Saturday, June 08, 2019

Fanny Burney, Evelina


Opening Passage:

Howard Grove, Kent.

Can any thing, my good Sir, be more painful to a friendly mind, than a necessity of communicating disagreeable intelligence? Indeed it is sometimes difficult to determine, whether the relator or the receiver of evil tidings is most to be pitied.

I have just had a letter from Madame Duval; she is totally at a loss in what manner to behave; she seems desirous to repair the wrongs she has done, yet wishes the world to believe her blameless. She would fain cast upon another the odium of those misfortunes for which she alone is answerable. Her letter is violent, sometimes abusive, and that of you!-you, to whom she is under obligations which are greater even than her faults, but to whose advice she wickedly imputes all the sufferings of her much injured daughter, the late Lady Belmont. The chief purport of her writing I will acquaint you with; the letter itself is not worthy your notice.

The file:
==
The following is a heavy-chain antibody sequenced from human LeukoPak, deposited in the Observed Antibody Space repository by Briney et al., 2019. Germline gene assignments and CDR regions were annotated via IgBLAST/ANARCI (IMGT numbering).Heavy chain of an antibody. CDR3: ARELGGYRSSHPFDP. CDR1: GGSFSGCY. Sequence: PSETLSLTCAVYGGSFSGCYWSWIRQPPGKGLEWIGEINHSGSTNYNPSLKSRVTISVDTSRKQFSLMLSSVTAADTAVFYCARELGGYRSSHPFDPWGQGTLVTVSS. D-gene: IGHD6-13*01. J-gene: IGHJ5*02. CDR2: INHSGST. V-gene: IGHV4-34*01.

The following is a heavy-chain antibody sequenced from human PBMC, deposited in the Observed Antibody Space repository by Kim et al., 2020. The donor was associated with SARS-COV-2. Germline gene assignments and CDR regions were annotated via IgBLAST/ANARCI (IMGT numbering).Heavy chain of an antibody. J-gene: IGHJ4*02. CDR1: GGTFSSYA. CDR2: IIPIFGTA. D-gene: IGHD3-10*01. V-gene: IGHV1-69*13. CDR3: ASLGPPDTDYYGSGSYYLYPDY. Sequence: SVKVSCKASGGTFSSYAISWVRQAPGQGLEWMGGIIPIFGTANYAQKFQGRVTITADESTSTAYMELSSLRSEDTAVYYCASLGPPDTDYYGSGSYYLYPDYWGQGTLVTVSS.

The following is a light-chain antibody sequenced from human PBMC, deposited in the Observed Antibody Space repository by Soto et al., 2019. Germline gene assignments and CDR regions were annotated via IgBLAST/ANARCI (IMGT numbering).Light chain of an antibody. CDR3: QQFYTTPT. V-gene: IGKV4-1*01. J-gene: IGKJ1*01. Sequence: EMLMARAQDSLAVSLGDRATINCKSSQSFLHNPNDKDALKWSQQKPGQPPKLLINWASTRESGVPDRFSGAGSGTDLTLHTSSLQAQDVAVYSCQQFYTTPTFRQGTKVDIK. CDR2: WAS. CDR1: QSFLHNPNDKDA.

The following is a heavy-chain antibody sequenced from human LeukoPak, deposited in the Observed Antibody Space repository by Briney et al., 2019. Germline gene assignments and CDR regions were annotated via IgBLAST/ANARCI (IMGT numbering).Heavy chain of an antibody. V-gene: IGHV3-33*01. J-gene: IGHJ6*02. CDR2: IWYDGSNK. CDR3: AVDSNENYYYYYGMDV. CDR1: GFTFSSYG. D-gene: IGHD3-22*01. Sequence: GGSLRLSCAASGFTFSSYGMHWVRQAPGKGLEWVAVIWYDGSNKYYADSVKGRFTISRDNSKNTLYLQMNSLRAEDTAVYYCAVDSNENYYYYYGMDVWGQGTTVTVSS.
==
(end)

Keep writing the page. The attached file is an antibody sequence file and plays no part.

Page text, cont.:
Summary: Evelina Anville is out of place in the world. While she is the legitimate daughter of Sir John Belmont, she is unacknowledged, as Belmont was a libertine who denied the marriage and destroyed some of the evidence that he had ever been married to Evelina's mother, Caroline. Evelina has been raised by Rev. Arthur Villars. The story opens with news that Madame Duval, Evelina's grandmother, who had been estranged from her daughter, has only just discovered Evelina's existence, and is coming to take her to France. As Mme. Duval is regarded by no one as a good influence, being a histrionic and absurdly rude in exactly the way the English tend to attribute to the French, Evelina is sent off to a friend. There, however, she encounters the Mirvan family, and gets permission to take a trip to London with them.